I hadn’t read your original post well enough. IV steroids a few months after a relapse may do some good, but in my opinion, they might do nothing except give him side effects. IV steroids are, I have found, better than oral. Steroids are supposed to suppress the immune reaction which caused the relapse. But weeks or months after the inflammatory activity which caused the relapse, the steroids may do no good at shortening the course of the relapse.
This is what the MS Trust say about the cause of a relapse:
When the immune system attacks the myelin covering of nerves, it causes inflammation and damage to the myelin (demyelination). Messages pass along a demyelinated nerve more slowly or are blocked. This can give rise to a variety of symptoms, depending on the part of the brain or spinal cord that is affected.
(See https://www.mstrust.org.uk/about-ms/ms-symptoms/managing-relapses for the whole webpage.)
And this is what they say about the action of steroids:
Steroids suppress the immune system and reduce inflammation around the site of nerve damage.
(Again, the whole webpage is: https://www.mstrust.org.uk/a-z/steroids-methylprednisolone )
So you can see that steroids which are taken either by IV or orally after the inflammation that caused the relapse has already died down, won’t shorten the relapse.
Before he has the steroids, I’d ask the neurologist what the point is this late on in the course of the relapse.
Hi Sue, I’ve read both those pages previously. We weren’t told by the registrar that this would be a course of action. When I chased the neurologist secretary to determine who we see next for some explanation on treatments she said the letter being transcribed to our GP included the steroid treatment by IV. His leg weakness and falls began last November. We saw a GP early this year. Had first MRI in April. Second in May and here we are now non the wiser. From everything I’ve read with there being a 6 to 8 months period of this relapse, loss of strength in leg, loss of reflex, I as a novice, was confused as to why he is being out through a steroid treatment. But I’ve nobody to ask currently.
At some point I would expect you’ll be put in contact with an MS nurse. They are usually the best source of information since they tend to have a little more time to spend with you. Also, I should think your husband will be given some physiotherapy. If you haven’t been told about an MS nurse, try phoning the neurologists secretary. They are sometimes brilliant (and sometimes not), but you could give them a call and ask.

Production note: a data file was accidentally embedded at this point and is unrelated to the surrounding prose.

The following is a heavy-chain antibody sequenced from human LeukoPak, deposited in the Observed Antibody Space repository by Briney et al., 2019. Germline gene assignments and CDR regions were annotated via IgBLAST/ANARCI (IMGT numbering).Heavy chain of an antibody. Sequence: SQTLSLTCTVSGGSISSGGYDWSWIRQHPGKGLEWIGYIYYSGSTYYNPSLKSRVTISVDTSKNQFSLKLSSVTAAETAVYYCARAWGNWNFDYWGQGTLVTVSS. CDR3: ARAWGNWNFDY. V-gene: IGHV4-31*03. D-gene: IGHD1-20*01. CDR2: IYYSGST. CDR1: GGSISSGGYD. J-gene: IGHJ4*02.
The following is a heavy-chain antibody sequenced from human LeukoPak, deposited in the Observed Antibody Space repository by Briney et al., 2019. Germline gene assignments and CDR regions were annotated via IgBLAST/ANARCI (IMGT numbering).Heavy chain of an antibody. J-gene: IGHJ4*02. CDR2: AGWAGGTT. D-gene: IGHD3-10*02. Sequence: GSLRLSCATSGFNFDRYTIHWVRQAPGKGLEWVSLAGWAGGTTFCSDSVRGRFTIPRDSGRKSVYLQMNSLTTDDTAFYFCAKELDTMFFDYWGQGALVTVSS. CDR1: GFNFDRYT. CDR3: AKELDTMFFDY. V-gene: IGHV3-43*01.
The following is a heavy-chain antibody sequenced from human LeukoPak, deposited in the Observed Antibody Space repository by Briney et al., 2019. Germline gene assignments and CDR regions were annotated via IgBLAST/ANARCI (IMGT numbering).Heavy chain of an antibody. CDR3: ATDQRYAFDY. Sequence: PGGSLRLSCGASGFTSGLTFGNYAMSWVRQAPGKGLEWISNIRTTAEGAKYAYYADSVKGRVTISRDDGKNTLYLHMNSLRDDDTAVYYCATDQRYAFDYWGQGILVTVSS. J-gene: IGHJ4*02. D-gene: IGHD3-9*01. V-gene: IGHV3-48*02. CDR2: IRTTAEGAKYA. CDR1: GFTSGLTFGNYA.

In my area (West Sussex) we have a community neurology team which includes physiotherapists, OTs, bowel and bladder services and are loosely connected to the MS nurses. Hopefully there would be something similar where you are. It’s very hit and miss as to what services are available in different areas. I think I’m very lucky in what I have available to me.
It really is a mammoth task getting to find your way around the MS maze. There are so many different specialities and you end up being just chucked in the deep end and left to figure out what’s going on and who you should ask for help.
It’s taken me just over 20 years to get the knowledge I now have, but in the beginning I knew less than you do already!
Best of luck with getting some help learning what’s available in your area.
You’ve no idea how much I appreciate having the replies you’ve sent me. At a time when it all feels so uncertain I am so grateful to have people part with their advise. Thankyou again.
I’ve chased again. The registrar we saw 5 weeks ago that told us has forgotten to refer him to an MS nurse, so we have to wait for that now. That’s the person we are keen to see more than anyone. We border Gloucestershire and Herefordshire but we will fall under Glos. It’s not been a great start to their service so I’m hopeful it’ll improve.
Depending on how old your children are you might find these Fact Cards useful to help explain symptoms of MS.
They are at a website called positivelivingwithms.com
Here’s one of them.
i’d love to sleep through a tornado, earthquake, WW111 but my pesky bladder has me awake after 3 hours.
anyway i just tell it to p*ss off.
I’m really glad you’ve at least kicked things off with getting to see an MS nurse. I should think you’ll find you get a really pleasant surprise to encounter a real person who understands the bloody journey you’ve been on.
And as far as appreciating us and the help we’ve been, I hope your husband appreciates the learning curve you’ve been on and how hard it is to get your head round the diagnosis, the different types of MS, the treatments, the prognosis, the everything. He’s a lucky man.
We’ve met with the MS Nurse, he was brilliant with my husband. After months of having no point of contact this has helped. We will see him again in 2 weeks and start to look at DMT options. I’m glad we have this forum too.
Glad to hear that, once we met the ms nurse there was suddenly this sizeable list of appointments coming through,a perching stool ordered etc and suddenly everything felt a bit better and there was support there.Makes a huge difference doesn’t it?
Yep, it just feels a bit more like I know what we’re doing. It’s helped my husband begin to accept this too. Next hurdle is to decide which drug from ones that suggest. We’ve began to tell our children too as they’ve been aware of the investigations like scans etc. That’s helped.
Hello all, it’s me again with an update and hoping for some pearls of wisdom or just long distance support. My husband had his LP, was negative for the protein. Had the evoked potentials test. Also normal. We’ve met with the MS nurse who has been very encouraging, he decided against the IV steroids treatment and we took his advice. Today we’ve met with the consultant finally. My husband’s first MRI showing MS was March! In clinic, he bumbled along showing us letters on the screen that were dating July and August that should have been posted. They’ve not been. He apologised and said it was a lack of having a secretary. He then dropped the bombshell that tgey think it’s Progessive MS. Our MS nurse had said this appointment would be to discuss DMDs. But it wasn’t the case. The consultant said he wants to do another MRI with contrast and a round of steroids. If there’s change in the scan there’s scope to stay in limbo and push for funding for DMDs. If there’s no change he won’t be put forward for treatment as he’d clinically fall into PMS. I realise I’ve waffled. We have literally just left the clinic but I’m at a loss.